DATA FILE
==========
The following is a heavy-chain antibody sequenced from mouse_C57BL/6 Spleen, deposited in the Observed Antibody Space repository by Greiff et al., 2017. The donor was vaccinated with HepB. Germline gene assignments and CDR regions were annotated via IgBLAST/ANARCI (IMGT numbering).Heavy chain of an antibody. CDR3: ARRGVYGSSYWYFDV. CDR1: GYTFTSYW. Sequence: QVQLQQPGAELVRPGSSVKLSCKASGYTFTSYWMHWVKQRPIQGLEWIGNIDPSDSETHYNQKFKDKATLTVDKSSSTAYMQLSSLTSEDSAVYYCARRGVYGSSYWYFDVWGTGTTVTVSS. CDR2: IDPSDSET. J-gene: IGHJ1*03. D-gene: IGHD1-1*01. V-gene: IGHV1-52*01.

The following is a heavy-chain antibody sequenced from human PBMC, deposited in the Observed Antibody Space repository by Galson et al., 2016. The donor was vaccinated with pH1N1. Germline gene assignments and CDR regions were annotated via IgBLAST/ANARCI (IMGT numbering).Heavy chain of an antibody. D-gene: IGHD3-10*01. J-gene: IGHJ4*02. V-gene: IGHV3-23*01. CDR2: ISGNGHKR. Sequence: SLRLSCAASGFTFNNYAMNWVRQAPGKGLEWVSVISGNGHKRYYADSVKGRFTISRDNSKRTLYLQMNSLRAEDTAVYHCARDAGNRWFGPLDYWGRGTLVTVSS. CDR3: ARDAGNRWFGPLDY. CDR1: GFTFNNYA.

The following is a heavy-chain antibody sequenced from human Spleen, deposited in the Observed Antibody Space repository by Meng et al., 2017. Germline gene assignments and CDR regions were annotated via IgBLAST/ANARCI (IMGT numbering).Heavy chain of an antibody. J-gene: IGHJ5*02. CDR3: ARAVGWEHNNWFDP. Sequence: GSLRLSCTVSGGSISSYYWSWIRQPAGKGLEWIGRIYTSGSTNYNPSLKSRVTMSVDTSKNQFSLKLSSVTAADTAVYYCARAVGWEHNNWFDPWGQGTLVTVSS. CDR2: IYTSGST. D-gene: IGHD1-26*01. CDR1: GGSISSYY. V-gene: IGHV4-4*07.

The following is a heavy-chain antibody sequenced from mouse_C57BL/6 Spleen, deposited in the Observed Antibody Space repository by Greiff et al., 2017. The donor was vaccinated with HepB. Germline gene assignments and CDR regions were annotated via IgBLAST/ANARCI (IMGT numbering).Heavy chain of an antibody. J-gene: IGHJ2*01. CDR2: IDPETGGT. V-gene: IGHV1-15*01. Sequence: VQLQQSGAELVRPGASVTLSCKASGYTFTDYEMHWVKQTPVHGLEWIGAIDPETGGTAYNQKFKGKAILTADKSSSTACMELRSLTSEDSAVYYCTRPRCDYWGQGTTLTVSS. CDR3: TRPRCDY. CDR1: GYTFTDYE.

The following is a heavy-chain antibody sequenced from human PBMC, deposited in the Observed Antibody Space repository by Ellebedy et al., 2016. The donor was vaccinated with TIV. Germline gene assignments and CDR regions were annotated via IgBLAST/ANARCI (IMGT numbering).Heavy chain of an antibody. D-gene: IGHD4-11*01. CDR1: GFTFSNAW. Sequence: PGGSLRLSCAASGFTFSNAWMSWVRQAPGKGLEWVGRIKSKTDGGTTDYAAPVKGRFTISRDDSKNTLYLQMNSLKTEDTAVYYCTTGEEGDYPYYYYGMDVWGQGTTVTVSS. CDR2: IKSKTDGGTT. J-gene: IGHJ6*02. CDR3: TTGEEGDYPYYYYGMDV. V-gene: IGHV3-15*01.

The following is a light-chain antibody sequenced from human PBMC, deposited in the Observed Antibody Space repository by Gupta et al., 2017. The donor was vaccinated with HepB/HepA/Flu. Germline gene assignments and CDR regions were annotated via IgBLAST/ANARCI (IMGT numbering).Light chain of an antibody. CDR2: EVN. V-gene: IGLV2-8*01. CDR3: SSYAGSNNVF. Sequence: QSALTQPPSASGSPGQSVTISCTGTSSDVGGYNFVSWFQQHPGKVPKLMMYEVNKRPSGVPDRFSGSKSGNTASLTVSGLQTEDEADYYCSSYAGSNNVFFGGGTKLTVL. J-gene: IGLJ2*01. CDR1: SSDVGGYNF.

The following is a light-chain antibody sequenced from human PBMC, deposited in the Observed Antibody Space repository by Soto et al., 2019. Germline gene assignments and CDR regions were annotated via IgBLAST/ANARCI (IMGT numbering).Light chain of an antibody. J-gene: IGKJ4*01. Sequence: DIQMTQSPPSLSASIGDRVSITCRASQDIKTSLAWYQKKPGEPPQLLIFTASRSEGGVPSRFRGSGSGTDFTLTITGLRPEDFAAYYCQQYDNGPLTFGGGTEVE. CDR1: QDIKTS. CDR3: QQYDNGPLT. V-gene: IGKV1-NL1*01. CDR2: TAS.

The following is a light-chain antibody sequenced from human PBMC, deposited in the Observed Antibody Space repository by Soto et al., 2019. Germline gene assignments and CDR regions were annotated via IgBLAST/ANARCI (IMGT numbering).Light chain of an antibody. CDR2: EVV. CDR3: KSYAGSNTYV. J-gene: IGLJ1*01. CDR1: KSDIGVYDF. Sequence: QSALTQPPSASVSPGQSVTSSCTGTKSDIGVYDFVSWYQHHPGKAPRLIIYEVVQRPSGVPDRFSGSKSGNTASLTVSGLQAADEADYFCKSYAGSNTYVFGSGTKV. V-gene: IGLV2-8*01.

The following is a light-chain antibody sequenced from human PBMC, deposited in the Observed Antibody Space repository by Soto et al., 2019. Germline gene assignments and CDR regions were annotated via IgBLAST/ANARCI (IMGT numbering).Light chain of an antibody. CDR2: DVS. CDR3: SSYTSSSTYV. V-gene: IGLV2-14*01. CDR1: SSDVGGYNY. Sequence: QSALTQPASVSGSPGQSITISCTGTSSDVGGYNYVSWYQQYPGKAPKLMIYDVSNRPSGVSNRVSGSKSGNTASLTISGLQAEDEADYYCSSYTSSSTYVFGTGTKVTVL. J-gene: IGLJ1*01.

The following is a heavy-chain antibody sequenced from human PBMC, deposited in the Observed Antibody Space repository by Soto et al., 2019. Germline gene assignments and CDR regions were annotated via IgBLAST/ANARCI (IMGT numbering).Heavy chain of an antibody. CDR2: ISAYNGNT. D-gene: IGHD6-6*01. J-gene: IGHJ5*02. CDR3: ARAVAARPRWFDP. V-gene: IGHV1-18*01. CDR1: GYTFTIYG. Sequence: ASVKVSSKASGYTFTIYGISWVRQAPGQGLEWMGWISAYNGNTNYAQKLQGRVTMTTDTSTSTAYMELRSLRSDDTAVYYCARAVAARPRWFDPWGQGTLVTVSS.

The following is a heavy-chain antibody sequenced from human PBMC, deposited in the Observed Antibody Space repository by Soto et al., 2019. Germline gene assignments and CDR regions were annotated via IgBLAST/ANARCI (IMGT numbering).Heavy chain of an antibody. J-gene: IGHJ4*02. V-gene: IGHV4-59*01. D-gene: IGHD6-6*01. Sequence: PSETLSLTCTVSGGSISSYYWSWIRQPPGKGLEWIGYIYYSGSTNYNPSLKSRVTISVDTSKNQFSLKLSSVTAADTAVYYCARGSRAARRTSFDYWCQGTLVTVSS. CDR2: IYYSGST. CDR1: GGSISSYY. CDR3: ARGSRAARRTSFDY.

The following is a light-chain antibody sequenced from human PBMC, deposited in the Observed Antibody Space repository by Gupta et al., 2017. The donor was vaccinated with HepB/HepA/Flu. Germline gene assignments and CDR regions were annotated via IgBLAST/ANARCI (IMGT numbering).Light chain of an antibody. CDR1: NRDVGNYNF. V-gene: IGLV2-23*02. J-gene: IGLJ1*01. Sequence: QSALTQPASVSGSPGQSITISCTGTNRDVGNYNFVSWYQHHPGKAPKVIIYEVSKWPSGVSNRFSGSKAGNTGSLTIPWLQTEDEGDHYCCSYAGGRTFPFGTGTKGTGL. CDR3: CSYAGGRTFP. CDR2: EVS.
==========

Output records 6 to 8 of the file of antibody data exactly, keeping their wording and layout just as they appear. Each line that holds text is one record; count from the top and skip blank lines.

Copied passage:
The following is a light-chain antibody sequenced from human PBMC, deposited in the Observed Antibody Space repository by Gupta et al., 2017. The donor was vaccinated with HepB/HepA/Flu. Germline gene assignments and CDR regions were annotated via IgBLAST/ANARCI (IMGT numbering).Light chain of an antibody. CDR2: EVN. V-gene: IGLV2-8*01. CDR3: SSYAGSNNVF. Sequence: QSALTQPPSASGSPGQSVTISCTGTSSDVGGYNFVSWFQQHPGKVPKLMMYEVNKRPSGVPDRFSGSKSGNTASLTVSGLQTEDEADYYCSSYAGSNNVFFGGGTKLTVL. J-gene: IGLJ2*01. CDR1: SSDVGGYNF.

The following is a light-chain antibody sequenced from human PBMC, deposited in the Observed Antibody Space repository by Soto et al., 2019. Germline gene assignments and CDR regions were annotated via IgBLAST/ANARCI (IMGT numbering).Light chain of an antibody. J-gene: IGKJ4*01. Sequence: DIQMTQSPPSLSASIGDRVSITCRASQDIKTSLAWYQKKPGEPPQLLIFTASRSEGGVPSRFRGSGSGTDFTLTITGLRPEDFAAYYCQQYDNGPLTFGGGTEVE. CDR1: QDIKTS. CDR3: QQYDNGPLT. V-gene: IGKV1-NL1*01. CDR2: TAS.

The following is a light-chain antibody sequenced from human PBMC, deposited in the Observed Antibody Space repository by Soto et al., 2019. Germline gene assignments and CDR regions were annotated via IgBLAST/ANARCI (IMGT numbering).Light chain of an antibody. CDR2: EVV. CDR3: KSYAGSNTYV. J-gene: IGLJ1*01. CDR1: KSDIGVYDF. Sequence: QSALTQPPSASVSPGQSVTSSCTGTKSDIGVYDFVSWYQHHPGKAPRLIIYEVVQRPSGVPDRFSGSKSGNTASLTVSGLQAADEADYFCKSYAGSNTYVFGSGTKV. V-gene: IGLV2-8*01.